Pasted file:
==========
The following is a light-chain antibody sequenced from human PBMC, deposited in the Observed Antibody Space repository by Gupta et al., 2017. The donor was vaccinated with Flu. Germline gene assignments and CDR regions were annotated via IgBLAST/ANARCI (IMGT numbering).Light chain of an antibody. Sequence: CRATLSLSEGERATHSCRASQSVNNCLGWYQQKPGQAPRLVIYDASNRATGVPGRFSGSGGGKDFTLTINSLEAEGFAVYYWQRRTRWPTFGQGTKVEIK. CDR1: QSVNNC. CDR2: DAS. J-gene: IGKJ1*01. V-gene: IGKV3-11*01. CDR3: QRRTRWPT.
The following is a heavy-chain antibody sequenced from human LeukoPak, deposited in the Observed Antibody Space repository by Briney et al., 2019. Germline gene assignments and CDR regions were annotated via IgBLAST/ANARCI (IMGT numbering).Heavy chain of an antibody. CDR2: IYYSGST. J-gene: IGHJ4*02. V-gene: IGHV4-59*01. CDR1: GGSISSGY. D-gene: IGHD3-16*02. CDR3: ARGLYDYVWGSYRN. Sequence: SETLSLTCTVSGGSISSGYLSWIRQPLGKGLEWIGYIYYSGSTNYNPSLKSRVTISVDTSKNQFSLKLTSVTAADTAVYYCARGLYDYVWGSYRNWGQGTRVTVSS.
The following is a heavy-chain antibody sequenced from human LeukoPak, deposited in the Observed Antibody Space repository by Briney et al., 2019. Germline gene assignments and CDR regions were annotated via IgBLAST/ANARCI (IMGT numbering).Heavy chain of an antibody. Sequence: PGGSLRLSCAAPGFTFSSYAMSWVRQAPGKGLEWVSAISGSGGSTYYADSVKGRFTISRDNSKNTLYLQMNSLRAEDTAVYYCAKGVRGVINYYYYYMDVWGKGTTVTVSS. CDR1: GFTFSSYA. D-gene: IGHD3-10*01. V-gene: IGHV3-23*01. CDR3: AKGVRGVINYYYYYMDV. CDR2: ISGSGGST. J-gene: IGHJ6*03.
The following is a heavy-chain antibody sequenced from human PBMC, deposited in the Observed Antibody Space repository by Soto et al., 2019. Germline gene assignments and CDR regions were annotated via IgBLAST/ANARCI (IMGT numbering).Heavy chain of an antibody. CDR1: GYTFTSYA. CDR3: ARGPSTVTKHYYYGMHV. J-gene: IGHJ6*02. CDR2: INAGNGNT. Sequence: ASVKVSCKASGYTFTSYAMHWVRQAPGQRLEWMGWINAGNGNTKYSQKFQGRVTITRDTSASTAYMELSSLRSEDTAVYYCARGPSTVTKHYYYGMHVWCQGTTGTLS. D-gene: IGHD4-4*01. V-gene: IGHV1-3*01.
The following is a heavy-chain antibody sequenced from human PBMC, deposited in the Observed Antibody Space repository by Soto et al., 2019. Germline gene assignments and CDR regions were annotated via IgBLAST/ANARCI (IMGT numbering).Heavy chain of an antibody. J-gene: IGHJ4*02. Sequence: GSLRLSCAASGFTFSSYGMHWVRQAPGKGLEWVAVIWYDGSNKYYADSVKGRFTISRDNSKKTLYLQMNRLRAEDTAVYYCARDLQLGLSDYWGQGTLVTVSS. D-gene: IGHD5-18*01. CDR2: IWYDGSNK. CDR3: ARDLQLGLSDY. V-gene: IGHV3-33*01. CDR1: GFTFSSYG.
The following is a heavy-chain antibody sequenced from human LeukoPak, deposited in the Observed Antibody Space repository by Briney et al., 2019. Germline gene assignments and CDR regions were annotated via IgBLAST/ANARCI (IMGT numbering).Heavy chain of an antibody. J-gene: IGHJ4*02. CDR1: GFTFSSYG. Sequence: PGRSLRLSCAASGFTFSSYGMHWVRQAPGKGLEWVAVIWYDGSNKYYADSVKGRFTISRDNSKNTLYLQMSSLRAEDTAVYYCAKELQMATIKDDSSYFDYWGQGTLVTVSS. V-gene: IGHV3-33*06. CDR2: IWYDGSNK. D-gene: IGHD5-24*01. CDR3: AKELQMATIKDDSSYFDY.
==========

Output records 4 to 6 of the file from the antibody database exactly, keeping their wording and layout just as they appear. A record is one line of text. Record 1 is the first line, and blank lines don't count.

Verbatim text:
The following is a heavy-chain antibody sequenced from human PBMC, deposited in the Observed Antibody Space repository by Soto et al., 2019. Germline gene assignments and CDR regions were annotated via IgBLAST/ANARCI (IMGT numbering).Heavy chain of an antibody. CDR1: GYTFTSYA. CDR3: ARGPSTVTKHYYYGMHV. J-gene: IGHJ6*02. CDR2: INAGNGNT. Sequence: ASVKVSCKASGYTFTSYAMHWVRQAPGQRLEWMGWINAGNGNTKYSQKFQGRVTITRDTSASTAYMELSSLRSEDTAVYYCARGPSTVTKHYYYGMHVWCQGTTGTLS. D-gene: IGHD4-4*01. V-gene: IGHV1-3*01.
The following is a heavy-chain antibody sequenced from human PBMC, deposited in the Observed Antibody Space repository by Soto et al., 2019. Germline gene assignments and CDR regions were annotated via IgBLAST/ANARCI (IMGT numbering).Heavy chain of an antibody. J-gene: IGHJ4*02. Sequence: GSLRLSCAASGFTFSSYGMHWVRQAPGKGLEWVAVIWYDGSNKYYADSVKGRFTISRDNSKKTLYLQMNRLRAEDTAVYYCARDLQLGLSDYWGQGTLVTVSS. D-gene: IGHD5-18*01. CDR2: IWYDGSNK. CDR3: ARDLQLGLSDY. V-gene: IGHV3-33*01. CDR1: GFTFSSYG.
The following is a heavy-chain antibody sequenced from human LeukoPak, deposited in the Observed Antibody Space repository by Briney et al., 2019. Germline gene assignments and CDR regions were annotated via IgBLAST/ANARCI (IMGT numbering).Heavy chain of an antibody. J-gene: IGHJ4*02. CDR1: GFTFSSYG. Sequence: PGRSLRLSCAASGFTFSSYGMHWVRQAPGKGLEWVAVIWYDGSNKYYADSVKGRFTISRDNSKNTLYLQMSSLRAEDTAVYYCAKELQMATIKDDSSYFDYWGQGTLVTVSS. V-gene: IGHV3-33*06. CDR2: IWYDGSNK. D-gene: IGHD5-24*01. CDR3: AKELQMATIKDDSSYFDY.